For a single-cup pourover coffee brewer (like the v60), try using 21g coffee, 150g ice & 150g water

You can adapt this recipe to any size brewer by using a ratio of 1 part coffee : 7 parts hot water : 7 parts ice.

While this method is great for preserving the delicate flavours of a lighter roasted specialty coffee if you’re drinking it black – but it’s not an ideal method for mixing with milk or other ingredients

iced filter coffee recipe

2. choose the right coffee

As I said earlier, our body doesn’t perceive sweetness as well at low temperatures as it does at higher temperatures.

This means that some types of coffee will taste great hot but be overly edgy & bitter when chilled.

Typically, a light or medium roast coffee with lots of natural sweetness will give best results at lower temperature. In contrast, a dark roast coffee will often need a lot more sweetening to prevent it tasting smoky & bitter at lower temperatures.

In terms of specific varieties, I suggest looking for ‘natural’ or ‘honey’ processed single origin coffees or blends. The pleasing chocolaty, fruity sweetness of these varieties really seems to shine when served cold.

Some roasters even have specific blends designed to taste best when served cold (like our cold brew blend)

Of course, in the end there’s no hard & fast rules. If you’re brewing an iced filter coffee, the delicate acidity of a washed coffee can also be really tasty.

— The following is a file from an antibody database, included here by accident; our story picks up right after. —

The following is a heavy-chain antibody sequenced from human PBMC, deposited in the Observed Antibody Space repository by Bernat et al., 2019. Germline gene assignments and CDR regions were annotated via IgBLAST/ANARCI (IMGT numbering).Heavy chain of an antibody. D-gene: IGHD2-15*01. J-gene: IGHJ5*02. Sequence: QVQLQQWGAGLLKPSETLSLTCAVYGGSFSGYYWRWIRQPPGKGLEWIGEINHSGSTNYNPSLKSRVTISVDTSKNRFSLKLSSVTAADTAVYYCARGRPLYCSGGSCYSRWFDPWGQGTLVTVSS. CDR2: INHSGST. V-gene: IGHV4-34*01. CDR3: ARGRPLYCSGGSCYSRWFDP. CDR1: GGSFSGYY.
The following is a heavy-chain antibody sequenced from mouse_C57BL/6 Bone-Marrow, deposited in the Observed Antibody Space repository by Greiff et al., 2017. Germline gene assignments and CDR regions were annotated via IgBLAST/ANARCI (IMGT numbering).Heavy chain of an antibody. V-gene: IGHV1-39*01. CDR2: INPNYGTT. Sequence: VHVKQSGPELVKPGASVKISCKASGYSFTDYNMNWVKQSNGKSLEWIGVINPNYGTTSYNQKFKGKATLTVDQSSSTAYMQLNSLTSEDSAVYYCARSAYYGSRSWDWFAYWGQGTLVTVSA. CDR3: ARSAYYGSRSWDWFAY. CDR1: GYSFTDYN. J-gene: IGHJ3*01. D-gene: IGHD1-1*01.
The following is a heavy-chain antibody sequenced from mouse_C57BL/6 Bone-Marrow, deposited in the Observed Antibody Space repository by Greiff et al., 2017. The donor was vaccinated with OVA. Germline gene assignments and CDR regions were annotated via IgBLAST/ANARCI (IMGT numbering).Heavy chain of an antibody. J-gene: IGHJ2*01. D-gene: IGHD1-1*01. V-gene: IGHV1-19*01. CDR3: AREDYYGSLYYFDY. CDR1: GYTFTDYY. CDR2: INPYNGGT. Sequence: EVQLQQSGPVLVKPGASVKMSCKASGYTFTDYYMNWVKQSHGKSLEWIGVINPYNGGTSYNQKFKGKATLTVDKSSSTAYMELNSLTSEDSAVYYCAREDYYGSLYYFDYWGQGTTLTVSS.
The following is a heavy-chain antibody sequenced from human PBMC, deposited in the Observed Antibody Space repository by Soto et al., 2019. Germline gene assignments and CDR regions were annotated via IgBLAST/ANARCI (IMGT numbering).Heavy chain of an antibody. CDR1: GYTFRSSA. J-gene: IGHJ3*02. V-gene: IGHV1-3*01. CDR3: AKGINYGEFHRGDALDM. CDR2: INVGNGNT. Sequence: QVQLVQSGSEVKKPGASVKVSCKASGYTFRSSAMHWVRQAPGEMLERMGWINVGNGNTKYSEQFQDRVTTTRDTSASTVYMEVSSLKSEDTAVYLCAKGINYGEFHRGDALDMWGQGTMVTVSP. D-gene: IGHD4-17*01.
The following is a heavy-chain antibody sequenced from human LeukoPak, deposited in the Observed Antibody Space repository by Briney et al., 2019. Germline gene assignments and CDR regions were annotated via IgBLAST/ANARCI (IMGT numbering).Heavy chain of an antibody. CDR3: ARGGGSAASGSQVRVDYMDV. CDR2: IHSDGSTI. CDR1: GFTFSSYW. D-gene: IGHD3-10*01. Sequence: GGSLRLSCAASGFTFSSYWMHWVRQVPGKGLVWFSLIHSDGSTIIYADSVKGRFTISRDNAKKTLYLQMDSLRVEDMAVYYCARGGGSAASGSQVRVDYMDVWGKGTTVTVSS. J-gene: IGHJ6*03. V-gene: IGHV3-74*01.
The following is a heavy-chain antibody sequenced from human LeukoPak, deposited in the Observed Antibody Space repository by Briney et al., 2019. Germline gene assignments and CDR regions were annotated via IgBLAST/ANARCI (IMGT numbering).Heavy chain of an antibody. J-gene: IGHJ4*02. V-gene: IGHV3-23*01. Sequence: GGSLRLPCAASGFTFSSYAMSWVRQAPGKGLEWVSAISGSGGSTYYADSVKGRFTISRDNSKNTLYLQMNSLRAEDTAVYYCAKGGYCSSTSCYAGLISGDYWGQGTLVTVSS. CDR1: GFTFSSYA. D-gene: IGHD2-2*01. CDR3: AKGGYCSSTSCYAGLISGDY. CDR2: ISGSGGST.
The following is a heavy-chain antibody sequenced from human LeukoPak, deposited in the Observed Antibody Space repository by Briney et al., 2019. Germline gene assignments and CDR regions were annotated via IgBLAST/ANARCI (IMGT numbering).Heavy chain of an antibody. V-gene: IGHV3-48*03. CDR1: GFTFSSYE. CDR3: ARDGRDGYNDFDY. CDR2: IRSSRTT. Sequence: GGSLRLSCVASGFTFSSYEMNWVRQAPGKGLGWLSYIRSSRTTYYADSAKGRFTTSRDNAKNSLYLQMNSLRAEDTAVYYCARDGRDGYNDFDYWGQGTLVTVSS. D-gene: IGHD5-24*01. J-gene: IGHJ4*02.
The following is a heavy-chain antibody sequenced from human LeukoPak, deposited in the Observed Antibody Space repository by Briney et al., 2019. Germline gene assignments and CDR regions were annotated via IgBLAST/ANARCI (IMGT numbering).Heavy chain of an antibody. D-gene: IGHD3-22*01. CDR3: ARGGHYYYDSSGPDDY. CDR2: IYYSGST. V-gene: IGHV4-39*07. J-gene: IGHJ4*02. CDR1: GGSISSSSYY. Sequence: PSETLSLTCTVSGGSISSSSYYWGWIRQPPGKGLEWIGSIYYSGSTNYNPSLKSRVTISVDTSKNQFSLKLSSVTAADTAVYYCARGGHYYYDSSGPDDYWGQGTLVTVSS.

coffee varieties best suited for iced coffee

3. sweetener secrets

Some people need a bit of extra sweetness in their iced coffee, particularly if you’re using espresso coffee.

Of course, normal sugar wont dissolve in cold liquids, so the best option is to make a simple syrup.

Simple syrup works like this:

  • 1 cup of boiling water
  • 1 cup of raw sugar
  • Stir them together

Once this has cooled, pop it in the fridge and add a half shot of this to your iced coffee.

I find the raw sugar has a nice, neutral taste that balances better with the coffee than ordinary white sugar.

An alternative way to sweeten your iced coffee is to take a tip from Vietnamese iced coffee and add some sweetened condensed milk.

It’s creamy & sweet, like melted iced cream…speaking of ice cream…

4. Ice alternatives

Adding ice cream to coffee is nothing new, think of the classic Affogato.

Ice cream also makes a really indulgent substitute for ice cubes in any type of iced coffee.

One of my favourite ways to use it is to make a cold brew spider (or ‘float’ for the non-Australians).

Take 1 part cold brew concentrate, 1 part sparkling water (or tonic) and a scoop of vanilla ice cream.

Another alternative to plain ‘ol ice cubes is to take some coffee and freeze it in a tray.

cold brew float (spider) recipe illustration

You can add these cubes to your iced coffee to supercharge the flavour

That way, when the ice starts melted the coffee gets stronger – not weaker…

Bonus Tip: Chill those glasses

Just a quick tip, use a glass chilled in the fridge or the freezer for best results.

It helps keep the coffee cold, and it looks cool too.


For more, here’s our in-depth guide to cold brew coffee.

Or grab a bag of our cold brew summer blend online


 

Coffee Science & Education Centre
Seven Miles has formed the Coffee Science & Education Centre (CSEC) to continuously improve the coffee experience through scientific experimentation, engineering and best-in-class education.